mislead

verb
mis·​lead | \ ˌmis-ˈlēd \
misled\ -​ˈled \; misleading

Definition of mislead

transitive verb

: to lead in a wrong direction or into a mistaken action or belief often by deliberate deceit His comments were a deliberate attempt to mislead the public.

intransitive verb

: to lead astray : give a wrong impression exciting as they are, they mislead— E. M. Forster

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Other Words from mislead

misleader noun
misleadingly \ -​ˈlē-​diŋ-​lē \ adverb

Choose the Right Synonym for mislead

deceive, mislead, delude, beguile mean to lead astray or frustrate usually by underhandedness. deceive implies imposing a false idea or belief that causes ignorance, bewilderment, or helplessness. tried to deceive me about the cost mislead implies a leading astray that may or may not be intentional. I was misled by the confusing sign delude implies deceiving so thoroughly as to obscure the truth. we were deluded into thinking we were safe beguile stresses the use of charm and persuasion in deceiving. was beguiled by false promises

Examples of mislead in a Sentence

We believe that her comments were deliberately meant to mislead the public. We believe that her comments were deliberately meant to mislead.

Recent Examples on the Web

And that form is either confusing, or feels misleading, in the digital environment. Eric Johnson, Recode, "Why the New York Times won’t sell itself to a billionaire," 5 Nov. 2018 The Ohr testimony is also further evidence that the FBI misled the Foreign Intelligence Surveillance Court in its Page warrant application. Kimberley A. Strassel, WSJ, "What Bruce Ohr Told the FBI," 17 Jan. 2019 These include efforts to offer potential witnesses pardons, efforts to pressure Attorney General Jeff Sessions into reversing his recusal, Trump’s involvement in his son Don Jr.’s misleading public statement about his Trump Tower Russian meeting. Andrew Prokop, Vox, "Trump’s attorney general nominee wrote a memo expressing deep suspicion of the Mueller probe," 20 Dec. 2018 From faking diplomas to spreading questionable details about their family backgrounds, many politicians have been accused of misleading their constituents in recent months. Jennifer Earl, Fox News, "Politicians caught padding their resumes, from fake diplomas to biographical discrepancies," 21 Sep. 2018 The bill’s supporters argued that Cotton either misunderstood the bill or was misleading the public about it. German Lopez, Vox, "The Senate just passed criminal justice reform," 19 Dec. 2018 Lawrence Kudlow, director of the White House’s National Economic Council, also presented a rosy picture, though others who are tracking the talks say statements may be misleading. Vivian Salama, WSJ, "Trump Names Lighthizer to Run U.S.-China Negotiations," 3 Dec. 2018 But claims that the repeal plans would have eliminated coverage for all of them are misleading. Linda Qiu, The Seattle Times, "A Fact-Checker’s Guide to Thanksgiving Politics," 21 Nov. 2018 Schnader Harrison and Rosenfield on Monday said the claims in the federal court suit in Philadelphia were misleading and inaccurate. Bob Fernandez, Philly.com, "Philly law firm Schnader Harrison, lawyer sued in Middleton brother-sister feud over billions," 26 June 2018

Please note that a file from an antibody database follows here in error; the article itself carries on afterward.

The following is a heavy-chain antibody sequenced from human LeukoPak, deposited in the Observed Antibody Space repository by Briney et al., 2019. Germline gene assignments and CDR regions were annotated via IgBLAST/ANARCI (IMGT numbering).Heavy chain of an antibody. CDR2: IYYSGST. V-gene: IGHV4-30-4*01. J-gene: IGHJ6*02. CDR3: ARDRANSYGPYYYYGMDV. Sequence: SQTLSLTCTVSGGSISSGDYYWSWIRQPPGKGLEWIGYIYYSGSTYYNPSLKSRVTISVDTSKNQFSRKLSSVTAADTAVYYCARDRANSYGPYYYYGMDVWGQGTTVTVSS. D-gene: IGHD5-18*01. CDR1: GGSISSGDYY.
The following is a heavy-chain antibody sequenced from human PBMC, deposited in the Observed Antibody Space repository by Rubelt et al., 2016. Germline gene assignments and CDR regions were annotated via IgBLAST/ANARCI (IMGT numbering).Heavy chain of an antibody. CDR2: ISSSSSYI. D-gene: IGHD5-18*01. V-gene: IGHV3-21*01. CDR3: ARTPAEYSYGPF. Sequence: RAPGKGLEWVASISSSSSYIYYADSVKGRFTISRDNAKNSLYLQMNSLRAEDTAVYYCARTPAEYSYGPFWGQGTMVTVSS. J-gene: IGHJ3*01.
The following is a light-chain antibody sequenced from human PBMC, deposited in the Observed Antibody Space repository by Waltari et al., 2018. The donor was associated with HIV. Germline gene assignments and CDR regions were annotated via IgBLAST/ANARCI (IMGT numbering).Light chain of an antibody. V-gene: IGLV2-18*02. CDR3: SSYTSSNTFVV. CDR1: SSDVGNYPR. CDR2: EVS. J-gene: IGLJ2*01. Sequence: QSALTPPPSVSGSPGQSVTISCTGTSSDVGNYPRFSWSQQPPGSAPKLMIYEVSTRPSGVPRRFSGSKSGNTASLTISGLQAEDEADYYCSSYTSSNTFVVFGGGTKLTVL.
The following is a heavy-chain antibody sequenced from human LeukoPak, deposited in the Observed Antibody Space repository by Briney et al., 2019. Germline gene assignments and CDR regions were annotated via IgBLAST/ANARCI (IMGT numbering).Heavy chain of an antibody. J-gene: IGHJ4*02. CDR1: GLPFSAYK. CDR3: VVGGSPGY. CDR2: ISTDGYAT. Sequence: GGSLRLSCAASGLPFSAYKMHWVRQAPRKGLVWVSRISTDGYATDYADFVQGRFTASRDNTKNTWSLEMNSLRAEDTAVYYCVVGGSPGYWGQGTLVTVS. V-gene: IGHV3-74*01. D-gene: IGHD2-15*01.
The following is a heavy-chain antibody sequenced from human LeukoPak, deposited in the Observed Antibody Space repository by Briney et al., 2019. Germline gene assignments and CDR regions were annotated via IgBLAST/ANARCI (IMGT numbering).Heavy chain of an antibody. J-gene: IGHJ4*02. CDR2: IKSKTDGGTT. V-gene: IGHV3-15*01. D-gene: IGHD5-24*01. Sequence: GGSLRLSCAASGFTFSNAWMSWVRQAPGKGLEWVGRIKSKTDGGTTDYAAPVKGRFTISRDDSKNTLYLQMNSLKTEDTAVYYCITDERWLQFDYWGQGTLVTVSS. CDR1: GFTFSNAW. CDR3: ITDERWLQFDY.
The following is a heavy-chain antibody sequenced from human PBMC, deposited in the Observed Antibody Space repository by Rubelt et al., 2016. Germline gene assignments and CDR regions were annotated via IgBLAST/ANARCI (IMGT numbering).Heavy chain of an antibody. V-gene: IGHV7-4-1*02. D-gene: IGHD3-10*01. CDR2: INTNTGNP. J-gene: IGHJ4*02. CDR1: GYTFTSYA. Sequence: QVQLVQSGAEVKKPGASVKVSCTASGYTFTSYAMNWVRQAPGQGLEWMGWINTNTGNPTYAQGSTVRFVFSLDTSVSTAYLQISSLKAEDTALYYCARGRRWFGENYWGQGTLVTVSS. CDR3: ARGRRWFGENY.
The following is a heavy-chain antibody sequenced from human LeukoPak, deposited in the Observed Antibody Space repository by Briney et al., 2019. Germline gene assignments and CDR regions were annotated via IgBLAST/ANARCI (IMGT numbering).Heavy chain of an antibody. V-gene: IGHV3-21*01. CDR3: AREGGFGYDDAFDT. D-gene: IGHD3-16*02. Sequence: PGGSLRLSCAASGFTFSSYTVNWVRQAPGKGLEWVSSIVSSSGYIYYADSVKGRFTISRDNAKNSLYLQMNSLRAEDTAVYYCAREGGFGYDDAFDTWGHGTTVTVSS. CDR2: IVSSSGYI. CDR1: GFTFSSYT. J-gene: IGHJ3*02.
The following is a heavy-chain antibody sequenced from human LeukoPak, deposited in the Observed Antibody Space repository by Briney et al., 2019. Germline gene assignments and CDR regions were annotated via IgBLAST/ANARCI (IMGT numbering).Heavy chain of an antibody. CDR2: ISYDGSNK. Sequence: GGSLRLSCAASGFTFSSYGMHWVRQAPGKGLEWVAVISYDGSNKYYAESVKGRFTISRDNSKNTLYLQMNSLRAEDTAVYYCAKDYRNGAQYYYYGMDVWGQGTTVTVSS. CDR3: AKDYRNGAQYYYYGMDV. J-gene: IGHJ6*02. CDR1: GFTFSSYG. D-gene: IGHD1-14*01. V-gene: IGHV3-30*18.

These example sentences are selected automatically from various online news sources to reflect current usage of the word 'mislead.' Views expressed in the examples do not represent the opinion of Merriam-Webster or its editors. Send us feedback.

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First Known Use of mislead

before the 12th century, in the meaning defined at transitive sense

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Learn More about mislead

Dictionary Entries near mislead

misky

mislabel

mislay

mislead

mislear

misleared

mislearn

Statistics for mislead

Last Updated

12 Feb 2019

Look-up Popularity

Time Traveler for mislead

The first known use of mislead was before the 12th century

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More Definitions for mislead

mislead

verb

English Language Learners Definition of mislead

: to cause (someone) to believe something that is not true

mislead

verb
mis·​lead | \ mis-ˈlēd \
misled\ -​ˈled \; misleading

Kids Definition of mislead

: to cause (someone) to believe something that is not true His comments were intended to mislead the public.

mislead

verb
mis·​lead | \ mis-ˈlēd \
misled\ -​ˈled \; misleading

Legal Definition of mislead

transitive verb

: to lead into a mistaken action or belief : to cause to have a false impression

intransitive verb

: to create a false impression — compare deceive

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More from Merriam-Webster on mislead

Thesaurus: All synonyms and antonyms for mislead

Spanish Central: Translation of mislead

Nglish: Translation of mislead for Spanish Speakers

Britannica English: Translation of mislead for Arabic Speakers

Comments on mislead

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